In general I find the d20 books overpowered and perpetuating an arms race when it comes to prestige classes, skills, feats, and spells -- and I would say the classes in this book are no expception. They do have a neat idea for an urban druid, however, though I don't see it fitting into my BR campaign.

    I also think some of the prestige classes and skills from the White Wolf Ravenloft campaign books are great. Specifically, Champions of Darkness introduces the Propagandist, the Mesmerist and the Charlatan. They are all very useful in a politically driven game, and for city adventures. The thing I like the best about the Ravenloft stuff is that it is low-power by design, and you won't find *any* prestige classes, skills, or feats in those resources that outcompetes something from the core books (and certainly not with anything d20). Van Ricthen's arsensal has some more interesting prestige classes, spells, and feats, too. Champions of light not so much for BR, at least not in my opinion... they are more specifically geared towards fighting the sort of evil one might find in Ravenloft, though I suppose they could be tailored to awnshegh. I've made the hypnotize skill a class skill for Magicians from the RL player's handbook as well. Our magician has been using it to good effect playing a bit of a con man at that.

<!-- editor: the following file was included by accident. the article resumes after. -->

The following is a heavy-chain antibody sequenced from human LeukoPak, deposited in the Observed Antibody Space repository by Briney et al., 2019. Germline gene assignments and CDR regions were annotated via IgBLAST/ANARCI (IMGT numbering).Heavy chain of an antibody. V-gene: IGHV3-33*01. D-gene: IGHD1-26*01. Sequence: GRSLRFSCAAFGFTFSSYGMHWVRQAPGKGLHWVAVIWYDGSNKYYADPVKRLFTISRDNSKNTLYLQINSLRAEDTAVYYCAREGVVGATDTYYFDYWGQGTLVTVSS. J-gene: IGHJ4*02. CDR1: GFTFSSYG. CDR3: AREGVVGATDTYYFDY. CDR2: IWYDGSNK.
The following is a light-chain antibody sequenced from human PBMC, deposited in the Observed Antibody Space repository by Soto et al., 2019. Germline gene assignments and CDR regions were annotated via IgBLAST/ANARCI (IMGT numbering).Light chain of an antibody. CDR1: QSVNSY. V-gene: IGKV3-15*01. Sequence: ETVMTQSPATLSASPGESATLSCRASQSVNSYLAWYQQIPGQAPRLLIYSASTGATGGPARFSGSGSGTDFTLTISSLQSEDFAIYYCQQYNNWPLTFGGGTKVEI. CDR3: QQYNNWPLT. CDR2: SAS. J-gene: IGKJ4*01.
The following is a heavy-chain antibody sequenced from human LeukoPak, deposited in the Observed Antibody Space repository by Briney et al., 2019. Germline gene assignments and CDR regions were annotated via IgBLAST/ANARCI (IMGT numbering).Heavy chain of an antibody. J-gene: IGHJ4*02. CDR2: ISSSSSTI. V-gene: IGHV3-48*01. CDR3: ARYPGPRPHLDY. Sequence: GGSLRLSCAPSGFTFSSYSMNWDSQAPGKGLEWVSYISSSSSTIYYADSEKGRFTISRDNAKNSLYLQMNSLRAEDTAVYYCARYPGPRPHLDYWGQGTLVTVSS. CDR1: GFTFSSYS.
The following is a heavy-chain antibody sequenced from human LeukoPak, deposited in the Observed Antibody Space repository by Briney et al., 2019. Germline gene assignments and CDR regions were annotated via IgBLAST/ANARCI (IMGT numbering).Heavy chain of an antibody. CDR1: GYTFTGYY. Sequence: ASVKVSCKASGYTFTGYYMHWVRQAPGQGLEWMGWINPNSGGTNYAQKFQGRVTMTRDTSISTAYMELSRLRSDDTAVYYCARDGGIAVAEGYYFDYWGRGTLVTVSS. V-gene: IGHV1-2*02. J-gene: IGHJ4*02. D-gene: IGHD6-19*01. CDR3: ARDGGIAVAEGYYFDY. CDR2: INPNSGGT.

Hope this helps...
    Carpe DM

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    Birthright Developer irdeggman's Avatar
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    Skip Williams' Cry Havoc on Malv. Press is one of the best, if not the best, d20 war rules resource.
    Duane Eggert

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    Site Moderator Magian's Avatar
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    Going through some of my collection I found a few more. These have some good ideas for running a campaign and broadening your scope of vision. I wouldn't say they are essentiel but fun to explore new ideas.

    "War" by AEG goes into some stuff about war.

    "The Noble's Handbook" Green Ronin Publishing tries to elaborate on the class of noble. There is also a power class noble from mongoose publishing along similar lines.

    For those interested in a medieval flavor there is, "Medieval Player's Manual" by Green Ronin Publishing. This goes into some earth based ideas both mythical and historical for running this style of campaign.

    "Empire" by AEG goes into some domain system rules of their own.

    "Strongholds and Dynasties" by Mongoose Publishing the "Classic Play" series makes an attempt at domain style play.

    "Twin Crowns Age of Exploration Fantasy" by Living Imagination Inc. goes into a more Brecht style-swashbuckling-colonial style of campaign. It is a campaign setting but there are some good ideas to use.

    "From Stone to Steel" by Monkey God Enterprises goes into historical and cultural types of equipment, prestige classes, and feats to allow for using such flavor in a campaign or use in expanding a campaign. I really like this book btw.
    One law, One court, One allied people, One coin, and one tax, is what I shall bring to Cerilia.